Just curious, why is that a no-no? Is it just an aesthetics thing, or is there some functional performance reason?
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Old 12-06-11, 01:38 PM
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Originally Posted by ancker View Post
I've seen people run bigger on the rear/smaller on front to combat wind.
The rear wheel is less affected by wind so people will leave it deep and just swap out the front.

I can definitely tell a difference between my 58mm wheels vs my 30mm wheels. If they matched then I would probably just swap the front on windy days. But mismatching wheels (manufacturers) is a no-no.
The fashion police haven't caught me yet !

Originally Posted by Mr. Cranky View Post
Just curious, why is that a no-no? Is it just an aesthetics thing, or is there some functional performance reason?
The more expensive wheel will feel insulted to share the bike with a less expensive wheel, and will thus have increased resistance. However, studies have shown that the cheaper wheel, in an effort to feel accepted and prove it's worth, will have less resistance than normal, and will likely make up for the increased resistance of the expensive wheel.

If both wheels are expensive, but of different brands, then both may have increased resistance due to having to cooperate with one of "them".
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Old 12-06-11, 02:10 PM
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Reynolds offers a Strike/Assault option which is a 66/46 combo so I'm not seeing how mismatching is a manufacturer's no-no.
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Old 12-06-11, 02:16 PM
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Don't a whole load of Mavic's come this way? (22mm front rim, 25mm asymetrical rear rim)

That's a much smaller difference than you are talking about...but it's an example of that thinking.
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Old 12-06-11, 03:05 PM
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Originally Posted by Homebrew01 View Post
The more expensive wheel will feel insulted to share the bike with a less expensive wheel, and will thus have increased resistance. However, studies have shown that the cheaper wheel, in an effort to feel accepted and prove it's worth, will have less resistance than normal, and will likely make up for the increased resistance of the expensive wheel.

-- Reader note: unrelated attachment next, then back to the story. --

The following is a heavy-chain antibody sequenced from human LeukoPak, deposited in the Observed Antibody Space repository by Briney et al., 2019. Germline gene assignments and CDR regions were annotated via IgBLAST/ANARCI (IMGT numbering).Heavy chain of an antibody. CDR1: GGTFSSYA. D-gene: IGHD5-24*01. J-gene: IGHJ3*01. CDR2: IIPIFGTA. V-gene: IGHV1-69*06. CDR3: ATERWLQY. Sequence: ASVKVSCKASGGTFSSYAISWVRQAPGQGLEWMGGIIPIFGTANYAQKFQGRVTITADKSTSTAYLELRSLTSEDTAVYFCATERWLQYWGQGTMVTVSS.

If both wheels are expensive, but of different brands, then both may have increased resistance due to having to cooperate with one of "them".
Haha Good one.
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Old 12-06-11, 03:15 PM
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Originally Posted by Homebrew01 View Post
The more expensive wheel will feel insulted to share the bike with a less expensive wheel, and will thus have increased resistance. However, studies have shown that the cheaper wheel, in an effort to feel accepted and prove it's worth, will have less resistance than normal, and will likely make up for the increased resistance of the expensive wheel.

If both wheels are expensive, but of different brands, then both may have increased resistance due to having to cooperate with one of "them".
My wheels think your wheels are totally emo.
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Old 12-06-11, 05:19 PM
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Originally Posted by Mr. Cranky View Post
Just curious, why is that a no-no? Is it just an aesthetics thing, or is there some functional performance reason?
Purely aesthetics. And the 41 Hot-or-Not police will come find you.

Originally Posted by mchacon01 View Post
Reynolds offers a Strike/Assault option which is a 66/46 combo so I'm not seeing how mismatching is a manufacturer's no-no.
Not a manufacturer's no-no. Mixing wheels between manufacturers is a no-no. (Zipp/HED, Williams/Zipp, etc)
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Old 12-06-11, 05:28 PM
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Originally Posted by ancker View Post
Purely aesthetics. And the 41 Hot-or-Not police will come find you.



Not a manufacturer's no-no. Mixing wheels between manufacturers is a no-no. (Zipp/HED, Williams/Zipp, etc)
Not sure how that makes a difference since that does nothing for weight distribution or load. Perhaps handling dynamics... But I guess if I was a manufacturer, I would want you riding another wheel with a different brand name.
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Old 12-06-11, 05:51 PM
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I bought a set of Easton EA90 SLX for my wife's Amira and the rears are 25mm and the fronts are 21mm. And my Mavic are the same way.